Jumpers knee is a common term used to describe an overuse injury to the patellar tendon. The technical term for this tendon injury is patellar tendinosis or patellar tendinopathy and is estimated to affect 45% of elite volleyball players. The symptoms of this condition can often be similar to patellofemoral syndrome, patellar tendinitis, quadricep tendinitis, patellar maltracking and chondromalacia patella.
According to the most current literature, patellar tendinosis is largely due to the eccentric load placed on the patellar tendon. That is, the patellar tendon is lengthened under load when lowering for a jump and when bending the knee upon landing. (For an explanation of “eccentric contraction” please refer to our previous post about the prevention of hamstring strain).
Patellar Tendon Pain
According to a study published in the British Journal of Sports Medicine, athletes who experienced patellar tendinosis had a tendency to land with a lesser degree of ankle and knee joint flexion on initial impact. That is, they didn’t bend their knees or ankles during landing to the extent of other athletes. The study also found that the rate at which the knee is forced into flexion upon landing may be a risk factor in the development of patellar tendinopathy.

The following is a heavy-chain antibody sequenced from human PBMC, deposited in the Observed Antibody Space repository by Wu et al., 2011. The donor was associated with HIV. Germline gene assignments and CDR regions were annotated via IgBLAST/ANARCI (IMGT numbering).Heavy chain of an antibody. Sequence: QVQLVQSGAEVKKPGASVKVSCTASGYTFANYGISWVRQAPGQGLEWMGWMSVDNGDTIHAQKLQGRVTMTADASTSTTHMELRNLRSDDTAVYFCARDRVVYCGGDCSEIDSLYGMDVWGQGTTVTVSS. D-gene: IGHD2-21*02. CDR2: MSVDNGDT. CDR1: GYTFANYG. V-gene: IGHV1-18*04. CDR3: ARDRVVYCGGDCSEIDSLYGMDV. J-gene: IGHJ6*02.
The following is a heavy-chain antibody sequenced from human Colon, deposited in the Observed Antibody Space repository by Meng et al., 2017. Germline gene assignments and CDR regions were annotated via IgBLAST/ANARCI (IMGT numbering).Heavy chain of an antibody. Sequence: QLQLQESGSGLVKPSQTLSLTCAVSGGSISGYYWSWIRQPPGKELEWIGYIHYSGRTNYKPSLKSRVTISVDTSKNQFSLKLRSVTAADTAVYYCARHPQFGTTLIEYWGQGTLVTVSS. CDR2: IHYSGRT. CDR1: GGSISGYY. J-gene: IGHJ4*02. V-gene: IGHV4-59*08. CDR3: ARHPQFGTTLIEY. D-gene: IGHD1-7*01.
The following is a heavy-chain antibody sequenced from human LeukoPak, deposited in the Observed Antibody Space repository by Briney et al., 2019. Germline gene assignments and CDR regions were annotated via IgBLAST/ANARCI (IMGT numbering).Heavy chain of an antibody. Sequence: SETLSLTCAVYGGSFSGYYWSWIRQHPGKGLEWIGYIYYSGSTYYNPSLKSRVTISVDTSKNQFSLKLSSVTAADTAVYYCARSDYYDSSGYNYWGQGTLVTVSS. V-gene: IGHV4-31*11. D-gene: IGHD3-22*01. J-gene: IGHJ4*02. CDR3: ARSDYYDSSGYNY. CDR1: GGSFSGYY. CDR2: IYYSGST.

Knee Pain Prevention
So how do we apply our newest understandings of “Jumper’s Knee” to the athlete at risk? If a coach or trainer notices any of the above findings in one of their athletes they should be urged to try a soft landing technique, bending both the ankles and knees as much as possible to absorb the force of landing. If symptoms are present, frequency and intensity of jumping may need to be reduced.
Knee Pain Treatment
Of course, we always recommended that you consult with a doctor so that your condition can be diagnosed prior to any treatment. Our Chiropractic and Physiotherapy clinic in Burlington offers various ways to treat knee pain and conditions like patellar tendinitis (tendinopathy or tendinosis). Laser therapy can be helpful in the initial stages, while techniques like active release or graston can be more helpful in latter stages of healing (or in chronic cases). Unsure what’s right for you? Give us a call! 905.220.7858. firstname.lastname@example.org
Bisseling RW, Hof AL, Bredeweg SW, Zwerver J, Mulder T. Are the take-off and landing phase dynamics of the volleyball spike jump related to patellar tendinopathy? British Journal of Sports Medicine 2008; 42: 483-489.
Bisseling RW, Hof AL, Bredeweg SW et al. Relationship between landing strategy and patellar tendinopathy in volleyball. British Journal of Sports Medicine 2007; 41: e8.